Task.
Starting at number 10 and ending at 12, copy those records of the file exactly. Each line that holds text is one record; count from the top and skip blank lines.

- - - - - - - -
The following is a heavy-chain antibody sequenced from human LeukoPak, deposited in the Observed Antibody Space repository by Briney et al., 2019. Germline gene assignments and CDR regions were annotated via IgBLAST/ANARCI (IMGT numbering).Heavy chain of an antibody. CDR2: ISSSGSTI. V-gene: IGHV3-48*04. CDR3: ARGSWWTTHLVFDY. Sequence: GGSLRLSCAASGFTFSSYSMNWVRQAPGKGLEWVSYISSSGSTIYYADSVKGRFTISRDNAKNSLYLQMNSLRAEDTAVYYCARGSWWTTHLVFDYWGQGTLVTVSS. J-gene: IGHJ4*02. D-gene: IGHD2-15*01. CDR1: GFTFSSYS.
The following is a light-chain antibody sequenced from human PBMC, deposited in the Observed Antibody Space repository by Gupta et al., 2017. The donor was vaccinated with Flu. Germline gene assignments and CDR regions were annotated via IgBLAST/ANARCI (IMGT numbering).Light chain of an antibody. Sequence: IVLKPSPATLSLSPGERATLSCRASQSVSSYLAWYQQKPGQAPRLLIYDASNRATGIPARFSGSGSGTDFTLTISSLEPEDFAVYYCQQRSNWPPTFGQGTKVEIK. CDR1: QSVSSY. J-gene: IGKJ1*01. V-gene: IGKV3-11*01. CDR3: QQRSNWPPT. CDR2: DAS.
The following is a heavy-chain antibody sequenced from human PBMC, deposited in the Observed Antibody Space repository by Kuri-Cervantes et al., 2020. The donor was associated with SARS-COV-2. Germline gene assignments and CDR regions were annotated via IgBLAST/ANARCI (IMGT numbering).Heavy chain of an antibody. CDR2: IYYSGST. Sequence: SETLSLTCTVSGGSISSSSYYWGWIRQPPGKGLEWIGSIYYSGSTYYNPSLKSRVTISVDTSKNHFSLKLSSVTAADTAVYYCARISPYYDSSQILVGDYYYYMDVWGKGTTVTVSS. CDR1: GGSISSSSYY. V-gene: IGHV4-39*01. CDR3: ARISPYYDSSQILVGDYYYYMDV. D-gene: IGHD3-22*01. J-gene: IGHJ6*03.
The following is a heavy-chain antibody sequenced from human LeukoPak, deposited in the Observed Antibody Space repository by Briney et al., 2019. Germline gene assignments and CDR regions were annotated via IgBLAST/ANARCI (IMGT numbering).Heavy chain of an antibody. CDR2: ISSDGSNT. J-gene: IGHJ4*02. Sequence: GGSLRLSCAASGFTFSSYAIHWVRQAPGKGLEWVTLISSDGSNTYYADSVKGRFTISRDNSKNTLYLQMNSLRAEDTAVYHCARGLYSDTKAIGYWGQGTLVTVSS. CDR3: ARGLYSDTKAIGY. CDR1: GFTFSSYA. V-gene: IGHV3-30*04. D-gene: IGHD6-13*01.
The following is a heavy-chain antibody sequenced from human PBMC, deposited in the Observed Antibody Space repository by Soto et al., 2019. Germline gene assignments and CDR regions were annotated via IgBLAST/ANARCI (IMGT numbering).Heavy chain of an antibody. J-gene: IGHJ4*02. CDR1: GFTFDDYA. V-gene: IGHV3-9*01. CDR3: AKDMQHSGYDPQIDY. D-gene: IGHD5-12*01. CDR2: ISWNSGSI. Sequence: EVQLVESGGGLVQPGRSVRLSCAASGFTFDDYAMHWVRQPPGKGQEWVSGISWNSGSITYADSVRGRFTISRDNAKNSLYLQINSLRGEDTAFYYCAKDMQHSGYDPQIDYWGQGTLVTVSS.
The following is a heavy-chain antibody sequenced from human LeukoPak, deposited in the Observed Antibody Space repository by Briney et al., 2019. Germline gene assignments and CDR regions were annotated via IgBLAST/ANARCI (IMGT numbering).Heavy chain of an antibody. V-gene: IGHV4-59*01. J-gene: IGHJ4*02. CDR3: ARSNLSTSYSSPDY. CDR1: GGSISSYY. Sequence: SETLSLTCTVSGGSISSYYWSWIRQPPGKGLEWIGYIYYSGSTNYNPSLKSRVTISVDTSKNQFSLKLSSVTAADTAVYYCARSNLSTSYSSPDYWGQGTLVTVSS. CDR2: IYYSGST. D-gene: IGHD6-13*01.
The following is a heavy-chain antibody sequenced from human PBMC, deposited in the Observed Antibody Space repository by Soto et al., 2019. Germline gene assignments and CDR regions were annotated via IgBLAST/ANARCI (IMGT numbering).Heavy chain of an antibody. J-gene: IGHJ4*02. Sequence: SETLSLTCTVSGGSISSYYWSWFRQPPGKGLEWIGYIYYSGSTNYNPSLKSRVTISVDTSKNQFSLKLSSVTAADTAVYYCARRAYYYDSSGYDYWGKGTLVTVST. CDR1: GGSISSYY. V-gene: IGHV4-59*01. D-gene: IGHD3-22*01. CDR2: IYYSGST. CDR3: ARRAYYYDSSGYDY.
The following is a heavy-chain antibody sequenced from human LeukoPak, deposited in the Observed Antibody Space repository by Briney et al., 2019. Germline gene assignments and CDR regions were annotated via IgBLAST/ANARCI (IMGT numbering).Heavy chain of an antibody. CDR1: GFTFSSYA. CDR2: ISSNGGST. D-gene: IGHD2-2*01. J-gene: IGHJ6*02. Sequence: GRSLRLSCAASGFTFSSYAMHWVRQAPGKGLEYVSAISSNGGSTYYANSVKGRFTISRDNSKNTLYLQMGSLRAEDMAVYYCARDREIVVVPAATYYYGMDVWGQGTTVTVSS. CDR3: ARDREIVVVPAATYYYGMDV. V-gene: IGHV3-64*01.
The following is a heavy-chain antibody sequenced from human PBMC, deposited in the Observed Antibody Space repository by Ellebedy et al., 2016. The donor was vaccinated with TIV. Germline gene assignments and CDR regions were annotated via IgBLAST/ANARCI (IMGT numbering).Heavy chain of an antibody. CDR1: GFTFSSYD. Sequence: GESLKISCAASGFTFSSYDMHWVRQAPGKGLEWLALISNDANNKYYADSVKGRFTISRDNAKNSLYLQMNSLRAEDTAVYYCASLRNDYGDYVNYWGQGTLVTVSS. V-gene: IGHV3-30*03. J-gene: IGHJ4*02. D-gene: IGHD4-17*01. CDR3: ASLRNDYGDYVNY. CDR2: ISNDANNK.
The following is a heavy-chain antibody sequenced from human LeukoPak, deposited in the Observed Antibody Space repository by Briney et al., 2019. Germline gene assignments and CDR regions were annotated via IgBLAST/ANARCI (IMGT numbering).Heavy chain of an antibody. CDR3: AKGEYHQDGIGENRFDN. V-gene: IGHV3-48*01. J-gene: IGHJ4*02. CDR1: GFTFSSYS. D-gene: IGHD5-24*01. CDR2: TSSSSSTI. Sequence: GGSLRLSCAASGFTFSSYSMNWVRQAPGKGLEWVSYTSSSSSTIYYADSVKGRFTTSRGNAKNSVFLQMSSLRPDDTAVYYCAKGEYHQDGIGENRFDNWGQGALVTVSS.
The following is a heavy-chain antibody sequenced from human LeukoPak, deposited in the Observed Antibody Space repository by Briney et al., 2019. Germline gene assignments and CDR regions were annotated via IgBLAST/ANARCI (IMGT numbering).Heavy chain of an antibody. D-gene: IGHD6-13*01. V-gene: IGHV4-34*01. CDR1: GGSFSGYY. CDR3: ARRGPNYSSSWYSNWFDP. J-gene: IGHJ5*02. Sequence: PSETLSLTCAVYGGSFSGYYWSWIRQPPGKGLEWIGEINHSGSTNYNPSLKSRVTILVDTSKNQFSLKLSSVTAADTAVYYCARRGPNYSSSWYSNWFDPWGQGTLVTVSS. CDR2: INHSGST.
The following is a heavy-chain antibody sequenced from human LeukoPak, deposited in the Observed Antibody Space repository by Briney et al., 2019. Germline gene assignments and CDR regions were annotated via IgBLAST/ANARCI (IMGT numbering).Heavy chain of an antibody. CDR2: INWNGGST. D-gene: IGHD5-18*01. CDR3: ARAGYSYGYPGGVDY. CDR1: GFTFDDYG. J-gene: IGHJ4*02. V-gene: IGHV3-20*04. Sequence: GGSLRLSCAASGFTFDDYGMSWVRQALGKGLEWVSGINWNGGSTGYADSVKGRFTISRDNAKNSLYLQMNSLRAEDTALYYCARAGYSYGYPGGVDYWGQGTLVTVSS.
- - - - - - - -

The following is a heavy-chain antibody sequenced from human LeukoPak, deposited in the Observed Antibody Space repository by Briney et al., 2019. Germline gene assignments and CDR regions were annotated via IgBLAST/ANARCI (IMGT numbering).Heavy chain of an antibody. CDR3: AKGEYHQDGIGENRFDN. V-gene: IGHV3-48*01. J-gene: IGHJ4*02. CDR1: GFTFSSYS. D-gene: IGHD5-24*01. CDR2: TSSSSSTI. Sequence: GGSLRLSCAASGFTFSSYSMNWVRQAPGKGLEWVSYTSSSSSTIYYADSVKGRFTTSRGNAKNSVFLQMSSLRPDDTAVYYCAKGEYHQDGIGENRFDNWGQGALVTVSS.
The following is a heavy-chain antibody sequenced from human LeukoPak, deposited in the Observed Antibody Space repository by Briney et al., 2019. Germline gene assignments and CDR regions were annotated via IgBLAST/ANARCI (IMGT numbering).Heavy chain of an antibody. D-gene: IGHD6-13*01. V-gene: IGHV4-34*01. CDR1: GGSFSGYY. CDR3: ARRGPNYSSSWYSNWFDP. J-gene: IGHJ5*02. Sequence: PSETLSLTCAVYGGSFSGYYWSWIRQPPGKGLEWIGEINHSGSTNYNPSLKSRVTILVDTSKNQFSLKLSSVTAADTAVYYCARRGPNYSSSWYSNWFDPWGQGTLVTVSS. CDR2: INHSGST.
The following is a heavy-chain antibody sequenced from human LeukoPak, deposited in the Observed Antibody Space repository by Briney et al., 2019. Germline gene assignments and CDR regions were annotated via IgBLAST/ANARCI (IMGT numbering).Heavy chain of an antibody. CDR2: INWNGGST. D-gene: IGHD5-18*01. CDR3: ARAGYSYGYPGGVDY. CDR1: GFTFDDYG. J-gene: IGHJ4*02. V-gene: IGHV3-20*04. Sequence: GGSLRLSCAASGFTFDDYGMSWVRQALGKGLEWVSGINWNGGSTGYADSVKGRFTISRDNAKNSLYLQMNSLRAEDTALYYCARAGYSYGYPGGVDYWGQGTLVTVSS.